Coca-Cola Photoshoot

IMG_3691 This Monday I decided to play hooky from work and help my friend with a photo shoot. This was an absolute blast. The photo shoot was for a Coca-Cola concept piece. The shoot was organized, conceptualized and the vision of my friend Greg Brown. He is an Amazing  photographer that is revolutionizing the world of photography with bold and exciting work.

I was given an exclusive opportunity to assist him in the role of “production assistant” for a Coca-Cola concept photo shoot. I was told it would only take 4 hours, from 8am to 12 noon. So there was no need to call in sick, merely use half a day away from the office. Since I am my own boss with people reporting to me, I exercised my option to delegate. I left home fully outfitted with my road warrior setup, this included my iPhone 4 fully charged, my Sound ID ear piece fully charged and a triple shot espresso latte. As I arrived at the designated location, I immediately begin to notice something was amiss. First off, the photographer wasn’t there. Secondly, neither was anyone else. I check my text messages, then email, incase I missed a last minute change of plans update. Nope, none sent, event still as planned. I go into controlled panic mode and make the phone call.

Greg answers, “Hey man, I’m running a little late, call the stylist, sync up, proceed with organizing the models.” That’s all fine and dandy but the stylist and the models are all late. Apparently, I didn’t get the memo that its okay to be “Fashionably Late” in the fashion world. I’m a techie, I sync time to on the atomic level. Now mind you this is supposed to end at 12 noon Eastern Standard Time. At 0830 hours the ballerina arrives, 0845 hours the make-up artist arrives, 0900 a flurry of phone calls and text messages overwhelm my communicator as everyone starts to arrive. We have models showing up from as far away as Philadelphia, Pa and Staten Island, NY. I’m in awe, I’m surrounded by some of the prettiest ladies I have ever had the pleasure of meeting. Who said you can’t have your Cake and Ice Cream.

The production goes into full swing with the models moving from hair to make-up to wardrobe to set. The set is 46th street between 5th and 6th avenues in Manhattan. It is 12 noon and the photographer is just beginning to shooting. Hey, isn’t this the time its supposed to end? I guess I didn’t get that memo either. The models begin to rotate onto set and Greg does what he is good at. He is an artist and 46th street was his canvas. Camera shutters are clicking and whirling away. We have 3 camera’s going off at the same time from different angles, capturing different perspectives on the same scene. Greg directs the models, they respond to his commands. They are in the zone, oblivious to anything but their art. I am assisting. I am checking shadow, lighting, background, crowd, make-up, hair, all the extraneous details whilst Greg captures magic .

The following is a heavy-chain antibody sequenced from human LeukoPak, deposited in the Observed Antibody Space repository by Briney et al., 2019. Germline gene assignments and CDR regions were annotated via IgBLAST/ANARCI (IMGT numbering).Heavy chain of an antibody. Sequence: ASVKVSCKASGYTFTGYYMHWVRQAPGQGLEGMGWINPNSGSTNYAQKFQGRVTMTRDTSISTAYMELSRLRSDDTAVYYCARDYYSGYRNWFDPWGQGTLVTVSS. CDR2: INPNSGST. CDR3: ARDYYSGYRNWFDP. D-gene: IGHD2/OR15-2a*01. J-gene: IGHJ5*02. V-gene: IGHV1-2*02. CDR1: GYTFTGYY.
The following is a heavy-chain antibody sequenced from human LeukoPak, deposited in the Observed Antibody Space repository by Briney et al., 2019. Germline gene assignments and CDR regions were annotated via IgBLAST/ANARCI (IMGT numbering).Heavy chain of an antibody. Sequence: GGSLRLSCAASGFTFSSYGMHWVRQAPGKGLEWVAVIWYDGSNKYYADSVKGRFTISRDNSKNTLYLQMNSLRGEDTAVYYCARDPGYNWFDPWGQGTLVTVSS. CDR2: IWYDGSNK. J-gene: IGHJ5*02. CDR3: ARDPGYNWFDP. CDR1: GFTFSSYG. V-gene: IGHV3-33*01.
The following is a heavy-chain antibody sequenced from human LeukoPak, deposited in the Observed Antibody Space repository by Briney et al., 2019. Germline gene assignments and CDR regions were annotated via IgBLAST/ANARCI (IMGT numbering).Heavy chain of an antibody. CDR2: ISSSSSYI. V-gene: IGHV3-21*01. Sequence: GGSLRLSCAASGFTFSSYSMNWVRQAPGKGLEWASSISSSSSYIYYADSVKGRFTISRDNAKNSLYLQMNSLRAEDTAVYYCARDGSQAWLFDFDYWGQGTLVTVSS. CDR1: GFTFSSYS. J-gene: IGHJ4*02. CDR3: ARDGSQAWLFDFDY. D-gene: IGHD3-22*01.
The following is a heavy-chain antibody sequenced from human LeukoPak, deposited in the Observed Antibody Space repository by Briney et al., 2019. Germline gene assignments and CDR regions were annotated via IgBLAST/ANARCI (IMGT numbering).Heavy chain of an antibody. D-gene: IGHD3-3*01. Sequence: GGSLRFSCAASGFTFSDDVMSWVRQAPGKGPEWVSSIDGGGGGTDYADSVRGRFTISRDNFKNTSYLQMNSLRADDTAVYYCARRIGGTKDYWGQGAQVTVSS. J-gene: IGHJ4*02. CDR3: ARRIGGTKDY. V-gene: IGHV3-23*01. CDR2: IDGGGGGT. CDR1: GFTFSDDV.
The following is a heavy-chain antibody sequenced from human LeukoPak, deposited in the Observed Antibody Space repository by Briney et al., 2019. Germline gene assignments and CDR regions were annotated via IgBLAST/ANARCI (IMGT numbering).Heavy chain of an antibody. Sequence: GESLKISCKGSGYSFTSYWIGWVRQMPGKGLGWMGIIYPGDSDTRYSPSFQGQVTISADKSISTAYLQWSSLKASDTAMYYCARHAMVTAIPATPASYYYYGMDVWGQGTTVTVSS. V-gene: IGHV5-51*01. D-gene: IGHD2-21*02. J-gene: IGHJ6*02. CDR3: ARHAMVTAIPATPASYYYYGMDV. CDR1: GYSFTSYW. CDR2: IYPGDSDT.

As I give the order to send down Model number 2, I have a moment to breathe and look around. I spin around and take in the landscape. A large crowd of spectators has gathered and they are taking pictures. The crowd grew to a point where it was actually impacting traffic and we had to dedicate two people to crowd control and two to traffic. By now the clicking of shutters was being drowned out by people on smart phones talking to friends, family, associates about what they are witnessing. I could imagine the postings on Facebook, Twitter, Myspace and all the other random social media outlooks. “Coca-cola is doing a live photoshoot in the street right now, get here.”

The shoot goes extremely well, the models, the photographer and assists are all happy with the shots. We shot over 1000 frames plus about 15 minutes of video. All said the shoot ran 4 hours over the allotted time. As the models begin to wind down and we go into post-shoot mode they tell me “No shoot ever ends on time, you always have to allow an extra 2 hours.” Whoa is me, mental note – noted!

So what was my take from this experience as the production assistant? Well I have a few takes on organizing a shoot. First, always allow for extra time. If they say its from 8am to noon allow 2 extra hours for key people to arrive late and hold up the shoot. Secondly, have fun while working. At the end of the day I had a wonderful experience, met wonderful people and changed my outlook on models.

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